And now let’s say that you sold your car unwittingly to a buyer who does not know the California smog laws either, that is until he tries to register his car with the DMV and they will not allow the transfer to take place due to the smog requirement. And now the buyer innocently goes to the smog station and oops, it fails.
A vast Pandora’s box has just opened up. The buyer suddenly and swiftly finds
out that you are the one that is legally responsible for the repairs because it is written in plain sight on the DMV website:
“When a vehicle is more than four model
years old, a seller must provide evidence of a current smog certification
except when one of the following occurs:
• The transfer occurs between a spouse, domestic partner, sibling, child, parent,
grandparent, or grandchild.
• A biennial smog certification was submitted to DMV within 90 days prior to
the vehicle transfer date”.
The buyer will now assess his options, none of which are good for you.
At the very least it completely sours the deal and he hands you the car back.
All that precious time it took to sell the car to him is lost and you are back to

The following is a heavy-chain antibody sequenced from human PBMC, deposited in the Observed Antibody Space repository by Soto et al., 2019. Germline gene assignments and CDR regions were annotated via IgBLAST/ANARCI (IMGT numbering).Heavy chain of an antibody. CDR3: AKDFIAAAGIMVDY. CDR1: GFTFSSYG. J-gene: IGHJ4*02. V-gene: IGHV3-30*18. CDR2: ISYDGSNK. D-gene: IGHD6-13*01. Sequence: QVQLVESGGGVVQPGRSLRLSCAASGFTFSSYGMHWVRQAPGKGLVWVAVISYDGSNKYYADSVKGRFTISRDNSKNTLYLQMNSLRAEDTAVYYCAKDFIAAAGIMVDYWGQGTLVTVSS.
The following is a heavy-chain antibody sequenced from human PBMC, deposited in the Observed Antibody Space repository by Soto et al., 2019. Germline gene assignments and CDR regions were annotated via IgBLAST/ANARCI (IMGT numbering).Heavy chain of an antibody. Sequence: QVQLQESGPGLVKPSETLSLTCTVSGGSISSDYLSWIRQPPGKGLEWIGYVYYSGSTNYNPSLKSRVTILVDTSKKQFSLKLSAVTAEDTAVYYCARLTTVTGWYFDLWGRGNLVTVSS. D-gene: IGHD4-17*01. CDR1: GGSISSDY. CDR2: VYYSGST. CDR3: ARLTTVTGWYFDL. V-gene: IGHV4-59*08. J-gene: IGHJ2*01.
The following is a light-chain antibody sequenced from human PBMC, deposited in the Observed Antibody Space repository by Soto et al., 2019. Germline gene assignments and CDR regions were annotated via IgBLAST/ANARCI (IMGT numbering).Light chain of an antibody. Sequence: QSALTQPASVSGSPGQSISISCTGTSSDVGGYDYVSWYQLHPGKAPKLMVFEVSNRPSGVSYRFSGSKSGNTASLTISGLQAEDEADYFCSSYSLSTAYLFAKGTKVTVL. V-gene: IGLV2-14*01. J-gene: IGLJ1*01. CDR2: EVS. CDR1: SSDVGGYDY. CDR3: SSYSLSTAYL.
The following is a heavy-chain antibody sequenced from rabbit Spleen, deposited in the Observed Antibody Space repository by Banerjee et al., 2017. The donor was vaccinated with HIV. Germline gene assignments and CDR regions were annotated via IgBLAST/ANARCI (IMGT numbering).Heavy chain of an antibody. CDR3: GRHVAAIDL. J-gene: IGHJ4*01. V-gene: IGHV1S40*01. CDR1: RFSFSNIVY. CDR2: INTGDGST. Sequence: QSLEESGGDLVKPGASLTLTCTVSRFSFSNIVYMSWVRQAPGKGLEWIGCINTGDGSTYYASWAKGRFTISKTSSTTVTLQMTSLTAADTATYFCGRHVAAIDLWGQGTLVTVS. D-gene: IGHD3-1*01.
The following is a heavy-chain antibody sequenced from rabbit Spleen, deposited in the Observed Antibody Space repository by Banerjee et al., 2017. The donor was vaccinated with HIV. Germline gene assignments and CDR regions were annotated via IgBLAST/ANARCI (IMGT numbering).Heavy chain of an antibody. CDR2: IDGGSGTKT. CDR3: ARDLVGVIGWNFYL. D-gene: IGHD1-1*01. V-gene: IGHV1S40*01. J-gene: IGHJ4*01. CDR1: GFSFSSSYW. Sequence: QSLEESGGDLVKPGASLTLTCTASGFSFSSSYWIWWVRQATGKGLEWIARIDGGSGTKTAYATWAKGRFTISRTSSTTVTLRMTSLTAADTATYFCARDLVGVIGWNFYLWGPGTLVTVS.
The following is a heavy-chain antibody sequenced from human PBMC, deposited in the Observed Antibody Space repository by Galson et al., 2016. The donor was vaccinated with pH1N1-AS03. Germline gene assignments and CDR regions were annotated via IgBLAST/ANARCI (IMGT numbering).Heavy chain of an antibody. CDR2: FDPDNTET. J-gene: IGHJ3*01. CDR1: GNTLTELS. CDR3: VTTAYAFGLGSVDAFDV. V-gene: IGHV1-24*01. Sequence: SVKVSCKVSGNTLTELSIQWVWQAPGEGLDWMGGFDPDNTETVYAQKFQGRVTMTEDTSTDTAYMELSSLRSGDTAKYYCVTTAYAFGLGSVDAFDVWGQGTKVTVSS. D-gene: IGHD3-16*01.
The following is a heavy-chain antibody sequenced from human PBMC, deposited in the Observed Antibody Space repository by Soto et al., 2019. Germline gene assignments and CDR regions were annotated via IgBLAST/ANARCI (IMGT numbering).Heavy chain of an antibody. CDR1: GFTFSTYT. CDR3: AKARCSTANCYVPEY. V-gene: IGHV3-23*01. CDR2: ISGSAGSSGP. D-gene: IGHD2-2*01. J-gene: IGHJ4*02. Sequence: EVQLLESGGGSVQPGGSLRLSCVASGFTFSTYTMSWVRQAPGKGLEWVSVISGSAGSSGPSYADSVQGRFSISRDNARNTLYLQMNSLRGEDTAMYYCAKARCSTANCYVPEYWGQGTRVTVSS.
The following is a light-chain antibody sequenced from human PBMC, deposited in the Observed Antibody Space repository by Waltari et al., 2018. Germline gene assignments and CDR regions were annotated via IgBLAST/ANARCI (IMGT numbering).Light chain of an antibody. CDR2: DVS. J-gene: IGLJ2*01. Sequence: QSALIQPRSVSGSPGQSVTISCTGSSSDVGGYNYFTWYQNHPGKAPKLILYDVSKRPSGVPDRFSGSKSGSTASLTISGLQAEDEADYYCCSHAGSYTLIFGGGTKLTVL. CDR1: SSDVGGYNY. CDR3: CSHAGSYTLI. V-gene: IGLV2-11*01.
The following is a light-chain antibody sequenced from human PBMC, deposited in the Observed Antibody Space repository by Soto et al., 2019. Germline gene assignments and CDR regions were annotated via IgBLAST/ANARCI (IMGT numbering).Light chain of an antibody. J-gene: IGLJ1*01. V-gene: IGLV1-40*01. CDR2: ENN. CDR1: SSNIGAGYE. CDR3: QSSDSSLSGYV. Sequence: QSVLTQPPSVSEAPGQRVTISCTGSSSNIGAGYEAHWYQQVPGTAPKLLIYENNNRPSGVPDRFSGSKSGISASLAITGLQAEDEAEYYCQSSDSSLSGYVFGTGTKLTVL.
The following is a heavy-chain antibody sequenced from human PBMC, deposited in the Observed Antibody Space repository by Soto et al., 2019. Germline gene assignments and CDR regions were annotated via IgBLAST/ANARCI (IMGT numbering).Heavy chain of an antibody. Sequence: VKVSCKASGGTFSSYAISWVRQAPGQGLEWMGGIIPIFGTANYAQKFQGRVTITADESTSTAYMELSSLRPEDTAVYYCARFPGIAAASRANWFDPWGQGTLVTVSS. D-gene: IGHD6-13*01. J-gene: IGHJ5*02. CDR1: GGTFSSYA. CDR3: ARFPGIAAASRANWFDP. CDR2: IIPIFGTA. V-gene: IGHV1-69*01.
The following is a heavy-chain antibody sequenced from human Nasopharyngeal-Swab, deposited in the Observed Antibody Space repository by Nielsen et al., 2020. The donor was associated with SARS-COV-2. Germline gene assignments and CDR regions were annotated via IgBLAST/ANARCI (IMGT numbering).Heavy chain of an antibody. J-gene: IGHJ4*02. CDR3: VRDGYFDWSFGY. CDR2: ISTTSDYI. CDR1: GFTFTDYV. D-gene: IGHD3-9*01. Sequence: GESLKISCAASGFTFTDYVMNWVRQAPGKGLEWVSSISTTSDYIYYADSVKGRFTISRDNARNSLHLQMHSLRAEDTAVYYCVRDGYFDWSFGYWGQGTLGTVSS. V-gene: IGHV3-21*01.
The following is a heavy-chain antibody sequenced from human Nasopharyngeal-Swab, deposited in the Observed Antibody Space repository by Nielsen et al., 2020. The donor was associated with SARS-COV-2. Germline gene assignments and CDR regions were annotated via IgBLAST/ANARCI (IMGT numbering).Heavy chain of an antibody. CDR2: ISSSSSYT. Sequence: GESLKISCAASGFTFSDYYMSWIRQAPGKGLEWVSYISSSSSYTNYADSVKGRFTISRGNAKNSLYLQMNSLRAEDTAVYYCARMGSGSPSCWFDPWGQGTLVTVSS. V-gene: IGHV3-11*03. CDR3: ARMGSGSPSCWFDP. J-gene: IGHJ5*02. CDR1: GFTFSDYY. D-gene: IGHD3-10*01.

square one. Or worse he will take you court for damages. But guess what? The “estimate”
for the repairs that he has in his hands will be very different and for far more money than
the estimate you would have if you were in control. But you lost that control
at the time of sale when you released the car without a valid smog certificate.
I surely know you have better use of your time rather than having to show up in court with all the
people that you would rather not associate, only to lose.
This is why you should never, ever sell your car without a smog.
Greg Macke – Your Car Angel
Greg Macke is a professional car buyer and consumer advocate. He has worked closely in the industry to improve the buyers experience. His high quality car buying tutorials offer help to the car buying public.
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